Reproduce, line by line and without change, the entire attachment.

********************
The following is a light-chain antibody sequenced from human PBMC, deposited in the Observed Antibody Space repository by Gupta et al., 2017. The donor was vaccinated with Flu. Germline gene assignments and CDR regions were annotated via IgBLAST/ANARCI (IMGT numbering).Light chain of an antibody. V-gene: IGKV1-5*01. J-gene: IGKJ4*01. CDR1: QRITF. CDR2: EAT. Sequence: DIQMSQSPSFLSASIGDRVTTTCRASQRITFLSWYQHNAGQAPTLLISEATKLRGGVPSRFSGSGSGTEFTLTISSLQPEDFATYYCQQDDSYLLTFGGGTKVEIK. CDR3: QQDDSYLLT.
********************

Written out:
The following is a light-chain antibody sequenced from human PBMC, deposited in the Observed Antibody Space repository by Gupta et al., 2017. The donor was vaccinated with Flu. Germline gene assignments and CDR regions were annotated via IgBLAST/ANARCI (IMGT numbering).Light chain of an antibody. V-gene: IGKV1-5*01. J-gene: IGKJ4*01. CDR1: QRITF. CDR2: EAT. Sequence: DIQMSQSPSFLSASIGDRVTTTCRASQRITFLSWYQHNAGQAPTLLISEATKLRGGVPSRFSGSGSGTEFTLTISSLQPEDFATYYCQQDDSYLLTFGGGTKVEIK. CDR3: QQDDSYLLT.